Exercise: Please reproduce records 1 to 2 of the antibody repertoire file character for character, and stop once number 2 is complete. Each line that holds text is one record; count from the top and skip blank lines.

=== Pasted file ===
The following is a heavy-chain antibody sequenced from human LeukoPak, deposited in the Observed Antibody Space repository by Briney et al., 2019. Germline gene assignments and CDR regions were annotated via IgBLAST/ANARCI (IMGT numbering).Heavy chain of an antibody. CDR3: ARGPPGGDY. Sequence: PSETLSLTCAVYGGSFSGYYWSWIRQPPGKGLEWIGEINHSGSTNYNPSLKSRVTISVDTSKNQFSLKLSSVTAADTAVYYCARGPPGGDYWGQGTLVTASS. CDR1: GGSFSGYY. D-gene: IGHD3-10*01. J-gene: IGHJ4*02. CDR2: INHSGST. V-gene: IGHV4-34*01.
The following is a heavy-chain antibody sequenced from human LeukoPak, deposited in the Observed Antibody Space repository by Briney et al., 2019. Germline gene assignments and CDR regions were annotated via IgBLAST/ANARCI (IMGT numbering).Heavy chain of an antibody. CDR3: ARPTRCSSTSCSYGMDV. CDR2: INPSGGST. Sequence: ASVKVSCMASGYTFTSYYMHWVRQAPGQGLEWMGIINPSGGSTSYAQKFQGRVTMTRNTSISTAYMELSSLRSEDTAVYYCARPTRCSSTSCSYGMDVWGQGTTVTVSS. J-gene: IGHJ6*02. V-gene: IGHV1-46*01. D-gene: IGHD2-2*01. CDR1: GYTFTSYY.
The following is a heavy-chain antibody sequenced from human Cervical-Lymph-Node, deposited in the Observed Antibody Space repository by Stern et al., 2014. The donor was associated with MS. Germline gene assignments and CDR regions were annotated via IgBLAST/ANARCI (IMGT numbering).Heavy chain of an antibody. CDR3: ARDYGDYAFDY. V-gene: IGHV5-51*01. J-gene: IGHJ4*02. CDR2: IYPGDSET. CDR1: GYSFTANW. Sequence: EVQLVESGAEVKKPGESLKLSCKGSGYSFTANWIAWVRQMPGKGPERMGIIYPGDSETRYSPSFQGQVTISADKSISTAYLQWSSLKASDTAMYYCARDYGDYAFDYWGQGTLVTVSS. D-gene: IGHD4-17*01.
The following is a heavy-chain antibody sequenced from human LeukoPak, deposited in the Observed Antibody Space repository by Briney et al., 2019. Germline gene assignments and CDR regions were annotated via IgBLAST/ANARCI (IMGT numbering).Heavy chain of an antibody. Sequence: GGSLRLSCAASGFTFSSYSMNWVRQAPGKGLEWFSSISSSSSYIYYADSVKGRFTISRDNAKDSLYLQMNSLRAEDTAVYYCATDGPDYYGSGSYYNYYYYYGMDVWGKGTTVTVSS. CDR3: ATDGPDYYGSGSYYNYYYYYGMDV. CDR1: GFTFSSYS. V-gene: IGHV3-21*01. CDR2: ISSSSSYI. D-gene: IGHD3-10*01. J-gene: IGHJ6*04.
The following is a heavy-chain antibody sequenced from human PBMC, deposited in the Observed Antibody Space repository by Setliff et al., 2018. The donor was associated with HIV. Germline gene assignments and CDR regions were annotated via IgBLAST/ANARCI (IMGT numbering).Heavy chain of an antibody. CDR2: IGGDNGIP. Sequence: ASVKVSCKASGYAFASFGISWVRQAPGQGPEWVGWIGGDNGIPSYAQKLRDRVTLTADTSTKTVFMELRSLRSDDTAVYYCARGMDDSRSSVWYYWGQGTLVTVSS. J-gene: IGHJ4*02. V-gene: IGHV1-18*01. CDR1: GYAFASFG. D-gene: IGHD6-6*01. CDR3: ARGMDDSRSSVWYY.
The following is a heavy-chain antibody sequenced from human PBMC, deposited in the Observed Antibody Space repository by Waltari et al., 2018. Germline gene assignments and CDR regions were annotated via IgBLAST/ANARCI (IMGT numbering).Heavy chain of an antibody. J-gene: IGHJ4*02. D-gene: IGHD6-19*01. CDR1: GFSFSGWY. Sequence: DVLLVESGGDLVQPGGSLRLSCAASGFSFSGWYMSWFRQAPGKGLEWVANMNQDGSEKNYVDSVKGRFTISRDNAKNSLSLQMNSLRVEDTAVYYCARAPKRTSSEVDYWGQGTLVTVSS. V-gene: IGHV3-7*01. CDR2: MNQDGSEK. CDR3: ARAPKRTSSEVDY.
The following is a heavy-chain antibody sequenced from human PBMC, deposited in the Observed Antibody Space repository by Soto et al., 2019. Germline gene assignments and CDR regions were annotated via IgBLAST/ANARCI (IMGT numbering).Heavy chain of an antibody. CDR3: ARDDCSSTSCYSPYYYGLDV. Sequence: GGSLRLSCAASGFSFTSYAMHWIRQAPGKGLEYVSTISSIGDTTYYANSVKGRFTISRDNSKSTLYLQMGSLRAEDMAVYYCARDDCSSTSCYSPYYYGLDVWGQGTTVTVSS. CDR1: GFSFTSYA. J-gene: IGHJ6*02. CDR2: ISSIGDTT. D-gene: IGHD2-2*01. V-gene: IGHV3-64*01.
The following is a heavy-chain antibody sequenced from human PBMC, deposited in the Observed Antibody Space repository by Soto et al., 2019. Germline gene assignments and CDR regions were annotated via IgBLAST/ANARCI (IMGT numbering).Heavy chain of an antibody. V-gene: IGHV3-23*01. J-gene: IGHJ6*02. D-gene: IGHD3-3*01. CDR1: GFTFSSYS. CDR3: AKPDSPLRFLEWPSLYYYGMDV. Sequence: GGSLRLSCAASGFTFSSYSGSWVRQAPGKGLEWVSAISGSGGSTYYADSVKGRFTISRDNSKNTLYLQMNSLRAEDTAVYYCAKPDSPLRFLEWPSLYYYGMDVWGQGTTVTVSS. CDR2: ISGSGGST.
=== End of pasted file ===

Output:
The following is a heavy-chain antibody sequenced from human LeukoPak, deposited in the Observed Antibody Space repository by Briney et al., 2019. Germline gene assignments and CDR regions were annotated via IgBLAST/ANARCI (IMGT numbering).Heavy chain of an antibody. CDR3: ARGPPGGDY. Sequence: PSETLSLTCAVYGGSFSGYYWSWIRQPPGKGLEWIGEINHSGSTNYNPSLKSRVTISVDTSKNQFSLKLSSVTAADTAVYYCARGPPGGDYWGQGTLVTASS. CDR1: GGSFSGYY. D-gene: IGHD3-10*01. J-gene: IGHJ4*02. CDR2: INHSGST. V-gene: IGHV4-34*01.
The following is a heavy-chain antibody sequenced from human LeukoPak, deposited in the Observed Antibody Space repository by Briney et al., 2019. Germline gene assignments and CDR regions were annotated via IgBLAST/ANARCI (IMGT numbering).Heavy chain of an antibody. CDR3: ARPTRCSSTSCSYGMDV. CDR2: INPSGGST. Sequence: ASVKVSCMASGYTFTSYYMHWVRQAPGQGLEWMGIINPSGGSTSYAQKFQGRVTMTRNTSISTAYMELSSLRSEDTAVYYCARPTRCSSTSCSYGMDVWGQGTTVTVSS. J-gene: IGHJ6*02. V-gene: IGHV1-46*01. D-gene: IGHD2-2*01. CDR1: GYTFTSYY.